More could suffer with worsening conditions at home, experts warn, after a 30 per cent drop in GP referrals for non-urgent care last year
NHS faces ‘hidden backlog’ of six million patients awaiting treatment due to pandemic
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The NHS is facing a “hidden backlog” of six million patients who have not come forward for treatment because of the pandemic, health leaders have warned.
Increasing numbers are likely to suffer with worsening conditions at home unless the Government produces a comprehensive plan to deal with the problem, according to new research by the NHS Confederation.
The body, which represents all parts of the health service, cited a 30 per cent drop in GP referrals for non-urgent care last year.
They are particularly concerned about the reduction in referrals for orthopaedics and ophthalmology, both of which are clinical areas with conditions that can steadily worsen if left untreated.
The pandemic has caused unprecedented disruption to NHS services, with elective treatment the hardest hit.
Despite caring for nearly a quarter of a million Covid patients in 2020, the health service still performed more than six million elective treatments.
However, there was a backlog of 4.52 million patients by the end of the year, 224,000 of whom had been waiting for more than a year for treatment.
This compared to 1,500 at the end of 2019.
The NHS Confederation today warns that without corrective action the unofficial backlog will be close to seven million by the end of 2021.
Danny Mortimer, its chief executive, said: “The NHS has worked tirelessly to support the country in response to the pandemic and while it has never been a Covid-only service, the disruption has been enormous, leading to a considerable number of people waiting far longer for treatment than the NHS would ever want.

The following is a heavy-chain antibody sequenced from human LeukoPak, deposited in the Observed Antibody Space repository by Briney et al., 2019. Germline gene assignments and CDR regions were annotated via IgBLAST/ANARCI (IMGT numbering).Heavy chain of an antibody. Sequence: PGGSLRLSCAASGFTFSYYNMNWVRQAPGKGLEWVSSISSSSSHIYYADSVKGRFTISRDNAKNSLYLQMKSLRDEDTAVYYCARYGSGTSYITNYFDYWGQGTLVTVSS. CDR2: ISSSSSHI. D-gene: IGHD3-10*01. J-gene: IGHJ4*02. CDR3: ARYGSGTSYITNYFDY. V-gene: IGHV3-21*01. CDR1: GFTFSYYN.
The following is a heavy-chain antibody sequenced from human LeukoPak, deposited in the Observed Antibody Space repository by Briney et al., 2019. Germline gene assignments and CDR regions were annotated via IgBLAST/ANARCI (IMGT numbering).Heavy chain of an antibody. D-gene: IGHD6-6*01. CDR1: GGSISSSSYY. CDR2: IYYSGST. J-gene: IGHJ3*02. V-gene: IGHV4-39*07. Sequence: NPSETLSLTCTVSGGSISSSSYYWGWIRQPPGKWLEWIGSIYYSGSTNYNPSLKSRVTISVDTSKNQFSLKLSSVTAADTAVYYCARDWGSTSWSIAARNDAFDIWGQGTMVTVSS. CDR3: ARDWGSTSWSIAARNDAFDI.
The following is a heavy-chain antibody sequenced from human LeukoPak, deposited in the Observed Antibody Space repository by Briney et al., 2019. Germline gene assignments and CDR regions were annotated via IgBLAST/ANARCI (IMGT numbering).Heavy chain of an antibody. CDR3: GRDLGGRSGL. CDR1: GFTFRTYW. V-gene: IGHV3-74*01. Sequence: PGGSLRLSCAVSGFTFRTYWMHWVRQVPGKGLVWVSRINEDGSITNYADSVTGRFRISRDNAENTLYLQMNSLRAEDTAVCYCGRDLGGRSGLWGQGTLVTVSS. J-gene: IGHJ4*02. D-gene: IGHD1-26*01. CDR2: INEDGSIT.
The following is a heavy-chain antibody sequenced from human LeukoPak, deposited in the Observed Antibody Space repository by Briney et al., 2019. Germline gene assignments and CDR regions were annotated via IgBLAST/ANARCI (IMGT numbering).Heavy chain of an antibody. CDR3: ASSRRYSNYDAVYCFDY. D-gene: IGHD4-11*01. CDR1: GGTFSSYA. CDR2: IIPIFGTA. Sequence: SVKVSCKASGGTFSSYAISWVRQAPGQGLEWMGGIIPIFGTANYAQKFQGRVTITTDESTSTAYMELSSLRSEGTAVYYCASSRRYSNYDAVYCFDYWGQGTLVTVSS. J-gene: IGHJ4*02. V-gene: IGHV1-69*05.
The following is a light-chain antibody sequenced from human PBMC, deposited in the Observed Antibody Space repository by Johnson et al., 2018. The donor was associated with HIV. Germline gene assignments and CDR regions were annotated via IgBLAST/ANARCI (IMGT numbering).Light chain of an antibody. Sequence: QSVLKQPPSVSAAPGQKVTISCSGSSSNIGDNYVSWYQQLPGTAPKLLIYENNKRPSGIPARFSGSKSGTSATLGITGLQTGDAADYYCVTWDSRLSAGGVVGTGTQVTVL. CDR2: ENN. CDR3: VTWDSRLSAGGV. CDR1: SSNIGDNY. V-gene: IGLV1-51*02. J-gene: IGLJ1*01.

“Health leaders are concerned that we may be scratching the surface of this waiting list if further referrals come through at a time when coronavirus pressures are still high, the workforce is in a very fragile state, and when capacity is still so constrained.”
he report comes days after it emerged the Government favours a one per cent pay rise for nurses and most NHS doctors.
Staffing representatives have reacted furiously to the proposal, although ministers say it is better than the pay freeze imposed across much of the public sector.
Mr Mortimer said it was “something of a shock” that the Chancellor did not set out plans to remedy the state of the NHS in last Wednesday’s Budget.
“The Government now needs to level with the public on the scale of the challenge facing the NHS and step up with a strategy that will work with all parts of the service to tackle the waiting list in a safe, fair and patient-focused way,” he said.
“Despite everything the NHS is doing, without a comprehensive new plan, the Government faces the politically unacceptable legacy of hundreds of thousands of patients left with deteriorating conditions for the remainder of the parliament.”
As well as delays to elective treatments, experts are increasingly worried about the impact on cancer services of the pandemic.
Despite promises at the start of the crisis that patients would be unaffected, more than three million people in the UK have missed cancer screenings as a result of Covid.
A recent study suggested that NHS hospitals were wrong to tell cancer patients to postpone treatment during the first wave, as even those who were immunocompromised had a better chance of survival by continuing with their treatment than postponing it, even if they caught Covid.